Rumsfeld sidesteps space weaponry

Defense secretary gives Air Force responsibility for protecting satellites

May 09, 2001|By Tom Bowman | Tom Bowman,SUN NATIONAL STAFF

WASHINGTON - Defense Secretary Donald H. Rumsfeld gave the Air Force control of protecting the growing number of U.S. satellites yesterday, but he sidestepped questions about whether he was opening the frontier of space to offensive and defensive weaponry.

Outlining Pentagon management changes at a news conference, Rumsfeld highlighted the importance of U.S. satellites for everything from telephone calls and weather forecasts to helping alert the military of any impending missile attack on U.S. soil.

"Our dependence on operations in space, however, makes us somewhat vulnerable to new challenges," Rumsfeld said, adding that the United States must "pay careful attention to protecting and promoting our interest in space."

Before becoming defense secretary in January, Rumsfeld headed a congressionally created bipartisan commission that concluded the United States must develop "weapons systems" in space to defend satellites. Yesterday, he avoided the politically sensitive issue of space weaponry. Some analysts fear that by placing weapons in space, the United States could spur another arms race.

"I'm not in a position to make decisions on particular - or comment on particular weapon systems," Rumsfeld said. "We just haven't gotten to that point."

Under the management proposal outlined yesterday by Rumsfeld, the Air Force was assigned the responsibility to "organize, train and equip for prompt and sustained offensive and defensive space operations," now divided among the services and various Pentagon offices. That responsibility will be handled by a new four-star Air Force general, although one was not named.

Pressed repeatedly on whether he was taking the first step toward putting weapons in space, Rumsfeld declined to answer directly. At one point, though, he quoted from the National Space Policy, developed in 1996, saying that the United States may use "diplomatic, legal and military measures to preclude an adversary's hostile use of space systems and services."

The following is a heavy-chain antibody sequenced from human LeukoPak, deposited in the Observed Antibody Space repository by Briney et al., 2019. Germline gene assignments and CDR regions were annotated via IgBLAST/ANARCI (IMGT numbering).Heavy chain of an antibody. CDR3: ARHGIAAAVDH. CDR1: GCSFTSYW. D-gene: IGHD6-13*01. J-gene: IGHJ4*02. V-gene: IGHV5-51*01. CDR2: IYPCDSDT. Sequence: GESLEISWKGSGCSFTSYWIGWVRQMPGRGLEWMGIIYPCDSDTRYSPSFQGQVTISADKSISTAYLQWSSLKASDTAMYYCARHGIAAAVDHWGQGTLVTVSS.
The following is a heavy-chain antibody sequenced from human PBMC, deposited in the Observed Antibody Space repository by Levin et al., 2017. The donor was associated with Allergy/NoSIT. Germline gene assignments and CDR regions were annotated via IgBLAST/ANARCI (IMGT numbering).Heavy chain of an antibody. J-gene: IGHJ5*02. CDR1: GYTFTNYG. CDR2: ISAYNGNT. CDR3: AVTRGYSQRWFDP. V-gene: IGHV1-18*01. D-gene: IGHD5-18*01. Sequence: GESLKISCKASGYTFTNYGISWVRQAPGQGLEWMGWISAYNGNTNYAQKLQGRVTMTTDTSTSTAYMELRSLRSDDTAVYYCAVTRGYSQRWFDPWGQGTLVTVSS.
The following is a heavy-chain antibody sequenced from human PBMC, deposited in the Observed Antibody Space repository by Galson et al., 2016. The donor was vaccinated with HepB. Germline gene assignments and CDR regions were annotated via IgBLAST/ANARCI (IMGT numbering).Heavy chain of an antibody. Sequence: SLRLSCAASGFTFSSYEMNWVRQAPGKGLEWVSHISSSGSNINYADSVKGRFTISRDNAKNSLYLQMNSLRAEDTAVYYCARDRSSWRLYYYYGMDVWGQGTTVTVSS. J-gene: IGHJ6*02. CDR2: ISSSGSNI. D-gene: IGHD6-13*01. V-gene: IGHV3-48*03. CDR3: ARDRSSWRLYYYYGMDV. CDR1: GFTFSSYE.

Sen. Robert C. Smith, a New Hampshire Republican and space defense advocate who took part in the news conference, was more explicit about the possibility of U.S. space weaponry, saying later, "Down the road, of course, that's what's going to happen."

"There are nations out there that are hostile to us, and they are in space," Smith said, without specifying the countries. "They have such weapons as lasers, anti-satellite weapons and electromagnetic pulse weapons, and we have to be ready to recognize that threat."

Rep. William M. "Mac" Thornberry, a Texas Republican who also took part in the news conference, singled out China as a country that is working on anti-satellite military programs.

"Most Americans don't understand how dependent we are on space now, not just for the military but for the everyday life of the average American," he said. "We have to be prepared to deal with that."

Thornberry, a member of the Armed Services Committee, noted that of the estimated 750 active satellites in orbit, about 300 belong to the United States. During the Persian Gulf war, 90 percent of the long-distance military communications involving U.S. commanders came via satellite, he said.

In addition to offensive or defensive weapons in space, Thornberry said, there are other options - such as constructing a hardened satellite that is less vulnerable to attack - that can also be used to protect U.S. space assets.

Besides the management changes within the Air Force, Rumsfeld said a Policy Coordinating Committee for Space is being set up within the National Security Council, the White House-based entity that coordinates foreign and military policy. Rumsfeld also said that he and CIA Director George J. Tenet are establishing a committee to review intelligence issues involving space assets.

The Pentagon action to protect satellites raised fears of a new realm for weapons proliferation.

"It's going to create an arms race in space," predicted Tom Cardamone, executive director for the Council for a Livable World Education Fund, an arms control advocacy group. "It seems like the administration is in a headlong rush for an attack capability for a threat that doesn't exist."

Cardamone said anti-satellite weapons would be expensive and could make a proposed missile defense system "look easy and cheap by comparison." The council called on President Bush to reaffirm the tenets of the 1967 Outer Space Treaty, which bars nuclear weapons in space, and expand its scope to bar all weapons.

Henry Cooper, who headed missile defense efforts during the administration of Bush's father, maintained that U.S. weaponry should have the same "superiority" in space that it has in the air, on the sea and on land. "The arguments about not militarizing space are naive," he said, because U.S. satellites make "attractive targets."

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